Radiation and the young: like sheep to slaughter
Gregg Reese | 4/20/2011, 5 p.m.
Inquiries were made to the health department in Gibson County, Ind., but officials said their documentation did not go back that far, and the archives they did have contained records primarily of birth and death. Preliminary talks have begun with curators from the Smithsonian Institution for verification of Lyles Station's status as one of the oldest African American settlements in existence, and presumably the story of the radiation experiments of 1927 will be included, should those efforts prove to be successful.
One cannot help but be repulsed by the cruelty of such procedures, especially their application to young children, but this was not an isolated case. Similar research occurred in 1951 on a much larger scale has been uncovered in the then-fledgling state of Israel. Like the Lyles Station incident, where all the affected children were Black, racial overtones abounded since fair-skinned Ashkenazi Jews of European origin administered radiation to upwards of 100,000 Sephardic Jewish children who were refugees from Morocco.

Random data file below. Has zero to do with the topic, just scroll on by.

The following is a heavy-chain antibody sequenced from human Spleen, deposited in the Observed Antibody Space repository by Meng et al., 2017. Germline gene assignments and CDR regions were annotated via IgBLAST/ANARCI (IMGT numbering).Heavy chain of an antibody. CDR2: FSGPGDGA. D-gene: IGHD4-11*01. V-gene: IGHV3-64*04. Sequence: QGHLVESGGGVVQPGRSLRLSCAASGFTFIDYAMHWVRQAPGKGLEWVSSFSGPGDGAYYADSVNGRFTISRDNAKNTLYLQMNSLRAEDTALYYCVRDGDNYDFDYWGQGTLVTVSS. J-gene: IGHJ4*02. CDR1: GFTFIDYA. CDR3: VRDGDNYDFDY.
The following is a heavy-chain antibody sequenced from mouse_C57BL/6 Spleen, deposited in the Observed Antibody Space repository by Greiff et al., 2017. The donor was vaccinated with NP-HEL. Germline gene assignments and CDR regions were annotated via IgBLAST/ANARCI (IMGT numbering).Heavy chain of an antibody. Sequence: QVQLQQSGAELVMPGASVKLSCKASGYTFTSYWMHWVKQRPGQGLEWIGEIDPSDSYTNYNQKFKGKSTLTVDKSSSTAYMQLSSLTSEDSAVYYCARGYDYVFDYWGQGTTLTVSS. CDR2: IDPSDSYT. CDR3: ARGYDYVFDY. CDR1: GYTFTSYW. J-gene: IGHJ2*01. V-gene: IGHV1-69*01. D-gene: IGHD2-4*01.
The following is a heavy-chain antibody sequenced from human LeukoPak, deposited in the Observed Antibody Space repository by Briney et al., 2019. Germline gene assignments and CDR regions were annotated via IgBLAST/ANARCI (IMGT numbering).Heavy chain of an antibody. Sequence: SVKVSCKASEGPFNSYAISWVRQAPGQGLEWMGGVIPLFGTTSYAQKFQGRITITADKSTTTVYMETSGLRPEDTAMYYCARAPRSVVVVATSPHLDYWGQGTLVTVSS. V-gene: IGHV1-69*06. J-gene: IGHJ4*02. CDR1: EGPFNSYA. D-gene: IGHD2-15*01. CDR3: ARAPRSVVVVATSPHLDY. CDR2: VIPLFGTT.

The Ashkenazis served as proxies for Robert Oppenheimer, his Manhattan Project, and the U.S. government, who underwrote the program because they were eager to utilize a convenient pool of guinea pigs for further testing in the wake of their successful atomic bombings at the close of World War II. Sephardic Jews differ visually from their Ashkenazi brethren by virtue of their darker, olive skin tone.
Still more episodes of radiation bombardment were conducted throughout the 1960s at what is now the University of Cincinnati on some 90 working-class citizens, of which two-thirds were Black. During the Clinton Administration these and other Cold War experiment programs were reviewed to determine restitution suitability and the need for formal apologies.
As pointed out in the situation with Vertus Hardiman and his compatriots, amends and atonement are complicated by the matter of parental consent forms that were signed. But Smith and others involved with "A Hole in the Head" are optimistic that increased publicity will finally garner a measure of justice for this immoral travesty of long ago.